Loi Krathong Celebration – November Bonus Material

Loi Krathong is one of the greatest celebrations I’ve ever witnessed.  It’s a little like the...

[this was bonus material for my Kickstarter supporters, made public a year later]

Loi Krathong is one of the greatest celebrations I’ve ever witnessed.  It’s a little like the 4th of July due to the fireworks and parade, but it feels more festive than my own personal experiences of the 4th of July, at least as an adult when I would go somewhere to watch fireworks with waning spectacle and then go home.  As a kid the holiday was great.  My family would drive up to Wyoming (we were in Colorado) to purchase firecrackers to set off on the street out in front of our house, which was exciting for many reasons.  It was a long ride with my dad, who always had cool old used cars – one year in a blue “Wild Cat” – then picking out the firecrackers we wanted (and Dad was willing to buy), then waiting for it to get dark and setting them off as a family with a thrilling knowledge that our celebration was flying in the face of the law.  But there’s a disconnect between my youthful experience of celebration and my adult half-participation.  Loi Krathong festival felt like how I saw holidays as a kid.

Loi Krathong is a gathering around the Ping River where children, teens and adults float “krathong” – lotus-shaped floats made of various parts of a banana tree, with flowers, incense and candles – down the river while fireworks punctuate the sky that is practically filled with rising orange fire balloons, drifting up and aligning in a channel of moving air that brings them up and away until they are un-twinkling constellations in the sky.

The pace of this celebration is easy.  There are countless vendors selling food, which is reminiscent of summer holiday BBQ’s in the US, and other stalls selling fire balloons or “krathong” of different sizes and design.  The small “krathong” are the size of a pancake in diameter and cost about 20 Baht (80 cents) whereas the larger ones hold more flowers and the base is the size of a homemade cake and cost about 60 Baht ($2).  I bought a big one from a vendor at the flower market, the regular roses, orchids and marigolds pushed back a few feet to make room for the table, but the sweet, cool scent of their petals pushing back in protest to seep out into the street, contesting with the aroma of sweet waffles and savory grilled meats.

We found a great area off the road, right on the bank of the river.  I lit the candle and three sticks of incense on the “krathong” and pushed it onto the ink-black water.  It pushed through a few other “krathong” that had clung to the sides of the riverbank and floated easily downstream.  I was quite proud of it, the way it moved and stayed alight.  Some monks were setting off firecrackers in the darkness behind us, lighting bottle rockets that screeched more than they popped and often the actual explosion hit the water before it really had a chance to give light.  I was surprised to see them and wondered if they cloaked themselves in darkness because they were breaking rules.  Nearby you could hear vendors advertising for their fire balloons.  30 Baht ($1) for one or three for 100 Baht.  There were three of us together: my husband, my best friend from childhood on visit from the US and me.  So I got the package of three and we lit them. one by one, making wishes as we watched them grow brighter and then lift themselves out of our hands into the air.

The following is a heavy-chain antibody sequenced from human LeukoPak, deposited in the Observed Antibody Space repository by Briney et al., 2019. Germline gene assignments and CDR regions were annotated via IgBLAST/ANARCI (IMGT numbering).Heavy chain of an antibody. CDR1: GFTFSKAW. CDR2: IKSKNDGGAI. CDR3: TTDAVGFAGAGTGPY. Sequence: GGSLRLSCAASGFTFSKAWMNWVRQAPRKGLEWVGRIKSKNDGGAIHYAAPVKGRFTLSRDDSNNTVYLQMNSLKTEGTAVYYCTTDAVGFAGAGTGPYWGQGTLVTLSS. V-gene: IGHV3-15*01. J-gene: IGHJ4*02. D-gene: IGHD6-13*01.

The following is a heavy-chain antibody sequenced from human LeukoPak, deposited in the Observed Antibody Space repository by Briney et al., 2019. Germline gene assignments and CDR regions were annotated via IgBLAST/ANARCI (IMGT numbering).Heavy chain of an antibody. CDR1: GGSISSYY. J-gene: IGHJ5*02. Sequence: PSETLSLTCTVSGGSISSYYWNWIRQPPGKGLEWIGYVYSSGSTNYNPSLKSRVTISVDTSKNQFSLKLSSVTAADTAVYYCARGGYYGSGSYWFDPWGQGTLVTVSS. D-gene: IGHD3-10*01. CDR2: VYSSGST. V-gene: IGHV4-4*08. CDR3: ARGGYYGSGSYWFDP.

Then we sat and watched others light their lanterns and release them.  I got nervous when they wavered or threatened to fall back to earth, but none of them really failed to drift away.  Sometimes a group of three or four friends, or a family, would light one lantern together, their faces aglow in a circle around the base of the lighted balloon.  More often than not it was a young couple in their late teens lighting a lantern together.  I liked seeing the different techniques people used to light them and to ensure or even expedite the hot air trapped inside the lined paper.  Some would light the ring at the base and put the whole base on the ground until the lantern started to lift itself.  Others would move the base gently up and down at chest-height, almost fanning the flame as it grew brighter with every downward tug.  My favorite were the couples who would simply hold the base of the balloon for a very long time, waiting patiently for a soft pull from the lantern itself as it began to lift and then they simply let go.

I saw fire balloons rising into the sky outside my window for days after the official celebration of Loi Krathong had ended. (It’s a three day celebration right at the full moon).  I loved seeing them, one or two trailing into the sky and disappearing just as quietly as they’d come.

 

 

 

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Chiang MaiDiary

A 100 lb. (46 kg) female Muay Thai fighter. Originally I trained under Kumron Vaitayanon (Master K) and Kaensak sor. Ploenjit in New Jersey. I then moved to Thailand to train and fight full time in April of 2012, devoting myself to fighting 100 Thai fights, as well as blogging full time. Having surpassed 100, and then 200, becoming the westerner with the most fights in Thailand, in history, my new goal is to fight an impossible 471 times, the historical record for the greatest number of documented professional fights (see western boxer Len Wickwar, circa 1940), and along the way to continue documenting the Muay Thai of Thailand in the Muay Thai Library project: see patreon.com/sylviemuay

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